April 6, 2000
ISSUE 1. Florida is ahead of the nation in providing patient protections. Those protections are, however, scattered throughout the statutes. The "Patient Protection Act of 2000" guarantees existing patient protections by solidifying into one clear, concise, consumer-friendly format.
ISSUE 2. Consumer awareness will also be enhanced by a new requirement that, as part of their HMO contract, physicians and hospitals must post a notice of the toll-free telephone number where assistance is available in case they have a complaint against their health maintenance organization.
ISSUE 3. The review process for introduction of new health care services is streamlined and certain projects are exempted - beginning the phase out of the certificate of need review process.
ISSUE 4. The current annual 1.5% assessment on each hospital's net operating revenues attributable to outpatient services and on the net operating revenues of ambulatory surgical centers, clinical laboratories, and diagnostic imaging centers is eliminated. The expenditure cap imposed annually on Medicaid payments for hospital outpatient services provided to adults is increased from $1,000 to $1,500.
ISSUE 5. HMO contracts will be prevented from prohibiting or restricting a physician from providing inpatient services in a contracted hospital if the HMO determines the services are "medically necessary." Patients will be able to have their own doctor continue to treat them in the hospital.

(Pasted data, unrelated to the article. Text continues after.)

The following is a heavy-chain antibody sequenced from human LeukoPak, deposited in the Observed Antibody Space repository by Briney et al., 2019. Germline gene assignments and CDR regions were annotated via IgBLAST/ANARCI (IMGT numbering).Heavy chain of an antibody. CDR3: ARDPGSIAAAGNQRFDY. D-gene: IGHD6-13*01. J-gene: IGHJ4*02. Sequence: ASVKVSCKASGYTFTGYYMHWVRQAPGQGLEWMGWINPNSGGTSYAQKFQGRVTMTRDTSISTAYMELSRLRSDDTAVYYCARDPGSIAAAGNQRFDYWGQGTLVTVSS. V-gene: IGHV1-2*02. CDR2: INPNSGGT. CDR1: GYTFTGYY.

ISSUE 6. An assessment (including, but not limited to, the cost and benefit) of the impact of current mandated health coverages will be required. Data will be gathered to enable informed decisions as to the advisability of mandating certain health benefits.
ISSUE 7. Adverse determinations will be required to be made by a licensed physician who is active and in good standing. No longer will HMO administrators be allowed to deny care.
ISSUE 8. Racial and ethnic health outcome disparities will be reduced through a grant program administered by the Department of Health.
ISSUE 9. A comprehensive statewide strategy will be developed for improving health care delivery systems through meaningful reporting standards, data collection and review, and quality measurement. The focus will be on quality improvement and preventing medical errors in the first place.
ISSUES 10. and 11. Small employer health insurance reforms are encouraged through authorizing carriers to issue group policies to small employer health alliances organized as not-for-profit entities and by revising the "modified community rating" method.
ISSUE 12. A number of different Medicaid topics are addressed including budget issues, Medicaid fraud issues, Medicaid certified school match program and Medicaid eligibility.